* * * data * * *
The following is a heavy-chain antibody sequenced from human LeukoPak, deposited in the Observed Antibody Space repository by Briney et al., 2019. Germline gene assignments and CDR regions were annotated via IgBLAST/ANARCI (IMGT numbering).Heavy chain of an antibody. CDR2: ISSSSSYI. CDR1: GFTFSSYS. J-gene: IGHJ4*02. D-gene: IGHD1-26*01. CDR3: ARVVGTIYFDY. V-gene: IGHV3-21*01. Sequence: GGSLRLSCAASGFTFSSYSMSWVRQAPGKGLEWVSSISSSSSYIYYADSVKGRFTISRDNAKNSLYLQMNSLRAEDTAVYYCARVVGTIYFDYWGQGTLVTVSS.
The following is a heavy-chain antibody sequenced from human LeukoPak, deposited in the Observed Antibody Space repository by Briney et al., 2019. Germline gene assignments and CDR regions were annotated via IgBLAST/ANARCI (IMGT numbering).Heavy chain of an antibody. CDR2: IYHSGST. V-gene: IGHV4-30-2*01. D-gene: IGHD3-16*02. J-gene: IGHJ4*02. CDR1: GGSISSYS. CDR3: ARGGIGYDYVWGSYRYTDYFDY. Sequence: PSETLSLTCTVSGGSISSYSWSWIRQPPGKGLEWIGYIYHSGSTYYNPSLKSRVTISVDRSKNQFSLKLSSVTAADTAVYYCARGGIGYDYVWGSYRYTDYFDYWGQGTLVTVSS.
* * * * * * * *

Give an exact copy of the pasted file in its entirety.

The following is a heavy-chain antibody sequenced from human LeukoPak, deposited in the Observed Antibody Space repository by Briney et al., 2019. Germline gene assignments and CDR regions were annotated via IgBLAST/ANARCI (IMGT numbering).Heavy chain of an antibody. CDR2: ISSSSSYI. CDR1: GFTFSSYS. J-gene: IGHJ4*02. D-gene: IGHD1-26*01. CDR3: ARVVGTIYFDY. V-gene: IGHV3-21*01. Sequence: GGSLRLSCAASGFTFSSYSMSWVRQAPGKGLEWVSSISSSSSYIYYADSVKGRFTISRDNAKNSLYLQMNSLRAEDTAVYYCARVVGTIYFDYWGQGTLVTVSS.
The following is a heavy-chain antibody sequenced from human LeukoPak, deposited in the Observed Antibody Space repository by Briney et al., 2019. Germline gene assignments and CDR regions were annotated via IgBLAST/ANARCI (IMGT numbering).Heavy chain of an antibody. CDR2: IYHSGST. V-gene: IGHV4-30-2*01. D-gene: IGHD3-16*02. J-gene: IGHJ4*02. CDR1: GGSISSYS. CDR3: ARGGIGYDYVWGSYRYTDYFDY. Sequence: PSETLSLTCTVSGGSISSYSWSWIRQPPGKGLEWIGYIYHSGSTYYNPSLKSRVTISVDRSKNQFSLKLSSVTAADTAVYYCARGGIGYDYVWGSYRYTDYFDYWGQGTLVTVSS.